From 1975 to 1982, the Eastern College Athletic Conference (ECAC), a loosely organized sports federation of Northeastern colleges and universities, organized Division I ECAC regional tournaments for those of its members that were independents in basketball. Each 1979 tournament winner received an automatic bid to the 1979 NCAA Men's Division I Basketball Tournament in the same way that the tournament champions of conventional athletic conferences did.
Player of the Year
|Philadelphia Big 5||Penn & Temple||None selected||No Tournament|
Points Per Game
Rebounds Per Game
Field Goal Percentage
Free Throw Percentage
|Lawrence Butler||Idaho St.||30.1||Monti Davis||Tenn. St.||16.2||Murray Brown||Florida St.||69.1||Darrell Mauldin||Campbell||92.1|
|Larry Bird||Indiana St.||28.6||Bill Cartwright||San Francisco||15.7||Jeff Ruland||Iona||67.1||Kurt Kanaskie||La Salle||91.7|
|Nick Galis||Seton Hall||27.5||Lionel Garrett||Southern||15.5||Steve Johnson||Oregon St.||66.1||Jim Krivacs||Texas||91.0|
|James Tillman||Eastern Kentucky||26.9||Larry Bird||Indiana St.||14.9||Jonathan Green||Tennessee St.||65.6||Tom Orner||Butler||90.9|
|Paul Dawkins||Northern Illinois||26.7||Larry Knight||Loyola-Illinois||14.3||Wiley Peck||Mississippi St.||64.4||Ron Perry||Holy Cross||90.8|
|National Semifinals||National Finals|
Third Place – DePaul 96, Penn 93 (OT)
National Invitation TournamentEdit
Semifinals & FinalsEdit
- Third Place – Alabama 96, Ohio State 86
Consensus All-American teamsEdit
|Larry Bird||F||Senior||Indiana State|
|Magic Johnson||G||Sophomore||Michigan State|
|Bill Cartwright||C||Senior||San Francisco|
|Calvin Natt||C||Senior||Northeast Louisiana|
|Mike O'Koren||F||Junior||North Carolina|
|Kelly Tripucka||F||Sophomore||Notre Dame|
|Sly Williams||F||Junior||Rhode Island|
Major player of the year awardsEdit
- Wooden Award: Larry Bird, Indiana State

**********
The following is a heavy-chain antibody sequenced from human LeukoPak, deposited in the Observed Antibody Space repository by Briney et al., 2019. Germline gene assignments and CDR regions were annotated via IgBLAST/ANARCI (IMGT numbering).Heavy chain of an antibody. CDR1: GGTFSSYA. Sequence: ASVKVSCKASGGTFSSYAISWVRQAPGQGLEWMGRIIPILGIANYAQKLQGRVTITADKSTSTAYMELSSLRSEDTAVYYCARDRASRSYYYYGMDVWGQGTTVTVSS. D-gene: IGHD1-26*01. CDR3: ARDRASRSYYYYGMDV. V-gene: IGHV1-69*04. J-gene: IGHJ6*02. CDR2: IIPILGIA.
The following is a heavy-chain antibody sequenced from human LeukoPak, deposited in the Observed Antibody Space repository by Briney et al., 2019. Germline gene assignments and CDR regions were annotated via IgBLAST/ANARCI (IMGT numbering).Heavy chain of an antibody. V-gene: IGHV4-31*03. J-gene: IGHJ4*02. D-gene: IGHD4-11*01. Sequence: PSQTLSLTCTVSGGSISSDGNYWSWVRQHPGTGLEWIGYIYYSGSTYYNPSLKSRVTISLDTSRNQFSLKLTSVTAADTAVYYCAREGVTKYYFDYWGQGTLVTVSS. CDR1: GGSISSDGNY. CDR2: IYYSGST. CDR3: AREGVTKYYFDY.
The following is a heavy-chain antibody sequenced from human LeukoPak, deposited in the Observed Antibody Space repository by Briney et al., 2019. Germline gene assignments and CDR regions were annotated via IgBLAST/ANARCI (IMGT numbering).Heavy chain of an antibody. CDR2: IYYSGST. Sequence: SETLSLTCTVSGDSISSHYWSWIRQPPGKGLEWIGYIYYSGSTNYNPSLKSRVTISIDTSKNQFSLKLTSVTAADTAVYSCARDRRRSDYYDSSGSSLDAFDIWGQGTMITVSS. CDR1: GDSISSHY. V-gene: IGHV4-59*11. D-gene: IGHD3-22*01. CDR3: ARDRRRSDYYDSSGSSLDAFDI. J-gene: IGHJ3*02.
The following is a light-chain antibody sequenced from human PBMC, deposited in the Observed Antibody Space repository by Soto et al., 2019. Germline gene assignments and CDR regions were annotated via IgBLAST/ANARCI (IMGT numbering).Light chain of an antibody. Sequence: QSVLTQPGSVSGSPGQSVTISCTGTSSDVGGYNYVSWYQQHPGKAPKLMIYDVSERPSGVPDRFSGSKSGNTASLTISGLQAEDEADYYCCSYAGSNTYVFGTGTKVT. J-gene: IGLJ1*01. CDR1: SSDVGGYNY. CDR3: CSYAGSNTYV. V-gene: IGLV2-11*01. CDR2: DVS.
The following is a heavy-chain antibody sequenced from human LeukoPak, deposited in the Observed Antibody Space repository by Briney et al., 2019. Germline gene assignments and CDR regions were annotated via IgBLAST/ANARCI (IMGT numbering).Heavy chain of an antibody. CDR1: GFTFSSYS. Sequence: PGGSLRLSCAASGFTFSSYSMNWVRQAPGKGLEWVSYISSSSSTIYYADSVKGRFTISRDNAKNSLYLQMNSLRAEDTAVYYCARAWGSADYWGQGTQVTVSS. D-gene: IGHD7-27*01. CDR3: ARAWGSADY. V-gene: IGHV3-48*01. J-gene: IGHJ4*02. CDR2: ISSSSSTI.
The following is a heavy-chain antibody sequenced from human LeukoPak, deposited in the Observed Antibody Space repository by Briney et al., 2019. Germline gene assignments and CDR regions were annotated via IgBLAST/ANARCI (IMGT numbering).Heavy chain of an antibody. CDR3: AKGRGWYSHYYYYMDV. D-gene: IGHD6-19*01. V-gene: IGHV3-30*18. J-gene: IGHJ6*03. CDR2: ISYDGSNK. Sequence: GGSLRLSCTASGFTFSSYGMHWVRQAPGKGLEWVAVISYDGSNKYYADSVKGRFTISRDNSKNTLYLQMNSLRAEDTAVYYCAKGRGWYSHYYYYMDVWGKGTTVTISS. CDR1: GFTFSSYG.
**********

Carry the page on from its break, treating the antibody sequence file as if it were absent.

- Naismith Award: Larry Bird, Indiana State
- Helms Player of the Year: Larry Bird, Indiana State
- Associated Press Player of the Year: Larry Bird, Indiana State
- UPI Player of the Year: Larry Bird, Indiana State
- NABC Player of the Year: Larry Bird, Indiana State
- Oscar Robertson Trophy (USBWA): Larry Bird, Indiana State
- Adolph Rupp Trophy: Larry Bird, Indiana State
- Sporting News Player of the Year: Larry Bird, Indiana State
Major coach of the year awardsEdit
- Associated Press Coach of the Year: Bill Hodges, Indiana State
- Henry Iba Award (USBWA): Dean Smith, North Carolina
- NABC Coach of the Year: Ray Meyer, DePaul
- UPI Coach of the Year: Bill Hodges, Indiana State
- Sporting News Coach of the Year: Bill Hodges, Indiana State
Other major awardsEdit
A number of teams changed coaches during the season and after it ended.
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- Hartzell, Larry, "The 1978-79 Season," Hardwood History, March 22, 2011 Accessed April 6 , 2021
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- Varsity Pride: ECAC Men's Basketball Tournaments
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- 2008–09 A-10 men's basketball media guide – Awards section, Atlantic 10 Conference, retrieved 2009-02-01
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- 2006–07 SWAC Men's Basketball Media Guide
- 2007–08 Sun Belt Men's Basketball Media Guide, Sun Belt Conference, retrieved 2009-02-07
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- Statistical Leaders and Coaching Changes from 1980 NCAA Basketball 84th Annual Guide, (Copyright 1979, NCAA)